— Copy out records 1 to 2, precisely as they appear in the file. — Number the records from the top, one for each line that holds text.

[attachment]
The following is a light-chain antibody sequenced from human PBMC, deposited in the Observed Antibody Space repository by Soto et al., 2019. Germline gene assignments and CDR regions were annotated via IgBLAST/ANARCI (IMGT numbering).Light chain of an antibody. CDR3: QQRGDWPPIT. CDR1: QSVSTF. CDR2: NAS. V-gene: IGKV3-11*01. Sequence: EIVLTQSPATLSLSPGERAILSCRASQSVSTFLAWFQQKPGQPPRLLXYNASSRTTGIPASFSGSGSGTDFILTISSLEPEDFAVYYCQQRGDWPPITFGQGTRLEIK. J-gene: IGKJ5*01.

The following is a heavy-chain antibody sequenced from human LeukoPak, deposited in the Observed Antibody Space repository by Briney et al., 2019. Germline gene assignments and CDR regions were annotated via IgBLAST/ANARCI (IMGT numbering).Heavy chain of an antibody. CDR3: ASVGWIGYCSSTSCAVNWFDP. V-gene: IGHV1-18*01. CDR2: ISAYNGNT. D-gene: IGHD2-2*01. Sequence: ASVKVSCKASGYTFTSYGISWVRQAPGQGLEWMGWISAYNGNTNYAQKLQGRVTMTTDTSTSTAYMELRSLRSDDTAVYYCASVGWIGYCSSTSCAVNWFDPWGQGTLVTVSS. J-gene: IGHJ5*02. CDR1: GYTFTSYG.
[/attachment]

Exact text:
The following is a light-chain antibody sequenced from human PBMC, deposited in the Observed Antibody Space repository by Soto et al., 2019. Germline gene assignments and CDR regions were annotated via IgBLAST/ANARCI (IMGT numbering).Light chain of an antibody. CDR3: QQRGDWPPIT. CDR1: QSVSTF. CDR2: NAS. V-gene: IGKV3-11*01. Sequence: EIVLTQSPATLSLSPGERAILSCRASQSVSTFLAWFQQKPGQPPRLLXYNASSRTTGIPASFSGSGSGTDFILTISSLEPEDFAVYYCQQRGDWPPITFGQGTRLEIK. J-gene: IGKJ5*01.

The following is a heavy-chain antibody sequenced from human LeukoPak, deposited in the Observed Antibody Space repository by Briney et al., 2019. Germline gene assignments and CDR regions were annotated via IgBLAST/ANARCI (IMGT numbering).Heavy chain of an antibody. CDR3: ASVGWIGYCSSTSCAVNWFDP. V-gene: IGHV1-18*01. CDR2: ISAYNGNT. D-gene: IGHD2-2*01. Sequence: ASVKVSCKASGYTFTSYGISWVRQAPGQGLEWMGWISAYNGNTNYAQKLQGRVTMTTDTSTSTAYMELRSLRSDDTAVYYCASVGWIGYCSSTSCAVNWFDPWGQGTLVTVSS. J-gene: IGHJ5*02. CDR1: GYTFTSYG.